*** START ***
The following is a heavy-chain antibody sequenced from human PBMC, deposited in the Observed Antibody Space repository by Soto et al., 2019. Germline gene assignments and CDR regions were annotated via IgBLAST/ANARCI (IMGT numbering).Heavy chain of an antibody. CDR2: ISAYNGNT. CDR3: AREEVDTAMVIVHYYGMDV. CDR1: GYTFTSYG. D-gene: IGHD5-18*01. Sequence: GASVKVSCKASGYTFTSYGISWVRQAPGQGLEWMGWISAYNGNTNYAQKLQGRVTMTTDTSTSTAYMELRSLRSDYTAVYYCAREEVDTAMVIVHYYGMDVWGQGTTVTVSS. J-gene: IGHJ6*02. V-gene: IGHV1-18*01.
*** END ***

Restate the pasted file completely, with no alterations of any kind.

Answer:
The following is a heavy-chain antibody sequenced from human PBMC, deposited in the Observed Antibody Space repository by Soto et al., 2019. Germline gene assignments and CDR regions were annotated via IgBLAST/ANARCI (IMGT numbering).Heavy chain of an antibody. CDR2: ISAYNGNT. CDR3: AREEVDTAMVIVHYYGMDV. CDR1: GYTFTSYG. D-gene: IGHD5-18*01. Sequence: GASVKVSCKASGYTFTSYGISWVRQAPGQGLEWMGWISAYNGNTNYAQKLQGRVTMTTDTSTSTAYMELRSLRSDYTAVYYCAREEVDTAMVIVHYYGMDVWGQGTTVTVSS. J-gene: IGHJ6*02. V-gene: IGHV1-18*01.